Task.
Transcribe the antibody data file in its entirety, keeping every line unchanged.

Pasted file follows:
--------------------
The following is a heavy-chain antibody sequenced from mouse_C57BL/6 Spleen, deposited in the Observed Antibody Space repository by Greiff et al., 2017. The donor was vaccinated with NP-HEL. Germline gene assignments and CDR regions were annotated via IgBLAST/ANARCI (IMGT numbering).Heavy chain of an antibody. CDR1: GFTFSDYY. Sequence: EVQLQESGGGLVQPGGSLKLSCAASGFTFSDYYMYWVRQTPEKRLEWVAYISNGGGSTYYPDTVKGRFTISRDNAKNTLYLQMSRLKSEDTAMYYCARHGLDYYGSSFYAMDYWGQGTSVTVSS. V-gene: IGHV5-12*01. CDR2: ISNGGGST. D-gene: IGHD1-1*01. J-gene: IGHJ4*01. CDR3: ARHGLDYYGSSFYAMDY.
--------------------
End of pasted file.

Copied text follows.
The following is a heavy-chain antibody sequenced from mouse_C57BL/6 Spleen, deposited in the Observed Antibody Space repository by Greiff et al., 2017. The donor was vaccinated with NP-HEL. Germline gene assignments and CDR regions were annotated via IgBLAST/ANARCI (IMGT numbering).Heavy chain of an antibody. CDR1: GFTFSDYY. Sequence: EVQLQESGGGLVQPGGSLKLSCAASGFTFSDYYMYWVRQTPEKRLEWVAYISNGGGSTYYPDTVKGRFTISRDNAKNTLYLQMSRLKSEDTAMYYCARHGLDYYGSSFYAMDYWGQGTSVTVSS. V-gene: IGHV5-12*01. CDR2: ISNGGGST. D-gene: IGHD1-1*01. J-gene: IGHJ4*01. CDR3: ARHGLDYYGSSFYAMDY.